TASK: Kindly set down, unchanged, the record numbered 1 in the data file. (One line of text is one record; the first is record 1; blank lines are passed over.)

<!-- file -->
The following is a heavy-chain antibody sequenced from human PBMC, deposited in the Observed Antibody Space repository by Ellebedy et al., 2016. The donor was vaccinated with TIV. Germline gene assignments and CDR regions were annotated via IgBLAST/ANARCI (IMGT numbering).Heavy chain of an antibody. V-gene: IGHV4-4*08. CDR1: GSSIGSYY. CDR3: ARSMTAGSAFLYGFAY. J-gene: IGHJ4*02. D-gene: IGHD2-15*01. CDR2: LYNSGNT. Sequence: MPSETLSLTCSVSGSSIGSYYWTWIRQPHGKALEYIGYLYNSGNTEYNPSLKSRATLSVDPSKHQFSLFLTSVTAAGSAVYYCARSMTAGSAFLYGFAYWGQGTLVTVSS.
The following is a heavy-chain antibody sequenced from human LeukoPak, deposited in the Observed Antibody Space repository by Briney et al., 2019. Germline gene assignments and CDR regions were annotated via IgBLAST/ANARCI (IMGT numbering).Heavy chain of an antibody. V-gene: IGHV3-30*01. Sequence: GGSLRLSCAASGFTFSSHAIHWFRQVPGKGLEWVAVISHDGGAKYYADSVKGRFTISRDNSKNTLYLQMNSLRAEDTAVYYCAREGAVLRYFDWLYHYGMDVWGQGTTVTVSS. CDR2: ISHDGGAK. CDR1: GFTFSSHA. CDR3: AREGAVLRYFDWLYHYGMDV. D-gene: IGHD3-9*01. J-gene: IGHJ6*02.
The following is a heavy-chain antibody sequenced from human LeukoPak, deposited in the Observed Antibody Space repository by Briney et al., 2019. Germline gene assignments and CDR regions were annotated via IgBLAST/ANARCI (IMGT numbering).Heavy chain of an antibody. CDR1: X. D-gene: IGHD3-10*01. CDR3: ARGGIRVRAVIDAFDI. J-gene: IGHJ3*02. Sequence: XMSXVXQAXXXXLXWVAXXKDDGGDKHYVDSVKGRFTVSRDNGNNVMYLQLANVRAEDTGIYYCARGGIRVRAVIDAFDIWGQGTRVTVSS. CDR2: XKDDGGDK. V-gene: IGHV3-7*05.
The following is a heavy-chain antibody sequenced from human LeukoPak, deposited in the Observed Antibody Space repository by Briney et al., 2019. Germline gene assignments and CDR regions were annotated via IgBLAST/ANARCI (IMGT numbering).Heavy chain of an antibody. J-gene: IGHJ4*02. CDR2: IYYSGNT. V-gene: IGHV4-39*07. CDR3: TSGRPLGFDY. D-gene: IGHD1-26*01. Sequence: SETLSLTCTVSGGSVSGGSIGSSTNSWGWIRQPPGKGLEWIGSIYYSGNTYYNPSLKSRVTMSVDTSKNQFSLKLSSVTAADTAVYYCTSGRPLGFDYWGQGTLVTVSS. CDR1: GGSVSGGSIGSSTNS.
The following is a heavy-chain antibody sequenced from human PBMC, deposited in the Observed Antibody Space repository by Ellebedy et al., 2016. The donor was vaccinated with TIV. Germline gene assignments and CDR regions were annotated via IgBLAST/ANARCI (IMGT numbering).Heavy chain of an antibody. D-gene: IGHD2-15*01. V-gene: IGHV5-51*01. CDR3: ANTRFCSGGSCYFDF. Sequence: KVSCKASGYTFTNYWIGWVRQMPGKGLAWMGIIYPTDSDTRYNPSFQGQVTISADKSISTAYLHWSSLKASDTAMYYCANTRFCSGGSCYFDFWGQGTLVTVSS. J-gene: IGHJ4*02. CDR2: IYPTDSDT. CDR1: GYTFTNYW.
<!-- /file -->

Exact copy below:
The following is a heavy-chain antibody sequenced from human PBMC, deposited in the Observed Antibody Space repository by Ellebedy et al., 2016. The donor was vaccinated with TIV. Germline gene assignments and CDR regions were annotated via IgBLAST/ANARCI (IMGT numbering).Heavy chain of an antibody. V-gene: IGHV4-4*08. CDR1: GSSIGSYY. CDR3: ARSMTAGSAFLYGFAY. J-gene: IGHJ4*02. D-gene: IGHD2-15*01. CDR2: LYNSGNT. Sequence: MPSETLSLTCSVSGSSIGSYYWTWIRQPHGKALEYIGYLYNSGNTEYNPSLKSRATLSVDPSKHQFSLFLTSVTAAGSAVYYCARSMTAGSAFLYGFAYWGQGTLVTVSS.